I have a large, mature silver maple that's planted about 2 feet away
from my driveway. I am currently getting estimates for getting my
driveway (40 years old) re-paved. In the scope of work, the
contractors say that they will excavate 12" of the old driveway, put in
a 10" gravel bed, and 2" of asphalt. I am concerned as to how much
root damage my silver maple can sustain.
Below is a very crude "overhead" picture of the current driveway and
tree. The trunk of the tree is represented by the letter "O". As you
can imagine, any roots of the tree 12" deep from roughly 1 o'clock to 5
o'clock will get severed. Is that too much damage? It is a large
silver maple. The diameter of the tree's trunk is probably at least 3
feet, and its crown could easily be 45 feet wide.
On 29 May 2006 06:45:47 -0700, jonny firstname.lastname@example.org wrote:
That's pretty severe damage. The percentage of root loss is harsh,
but not necessarily unforgiveable. But severing roots that close to
such a large tree will mean losing most of its anchoring abilities on
that side--i.e., don't put any picnic tables on the side away from the
A tree's roots exist primarily in the top 12" to 24" of soil.
Depending on your soil and the site history, you could be losing
virtually all of the roots on this side of the tree. There are
alternative contruction methods that would either replace the concrete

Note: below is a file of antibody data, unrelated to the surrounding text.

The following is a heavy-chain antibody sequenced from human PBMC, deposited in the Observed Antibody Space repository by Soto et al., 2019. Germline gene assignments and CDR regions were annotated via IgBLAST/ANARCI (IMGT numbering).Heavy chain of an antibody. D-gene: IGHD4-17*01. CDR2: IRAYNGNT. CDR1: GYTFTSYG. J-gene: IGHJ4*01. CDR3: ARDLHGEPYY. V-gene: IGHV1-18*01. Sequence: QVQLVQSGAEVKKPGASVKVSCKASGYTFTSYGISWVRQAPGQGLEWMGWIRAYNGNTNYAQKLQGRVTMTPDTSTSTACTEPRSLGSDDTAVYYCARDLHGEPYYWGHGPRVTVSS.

slab with porous paving materials or elevate the drive above the root
zone (or perhaps you could reroute the drive a bit to give this tree
some breathing room--even a few extra feet would be better than
If you decide to continue the project as it's planned and still keep
the tree, be acutely aware of protecting what you can. If the work
crew gets careless while replacing the drive, branches could be broken
or the remaining soil could be compacted, thus leading to even more
root loss. Write penalties into your contract for any damage to
branches or bark on the aboveground part of the tree.
http://www.treesaregood.com/treecare/avoiding_construction.aspx is a
good source to learn how to protect your tree during construction (and
includes a link to other tree info, including remediation of the
damage that does occur). Along with the info it contains, I would
emphasize the value of mulching the root zone heavily where possible
to help avoid compaction where the driveway isn't.
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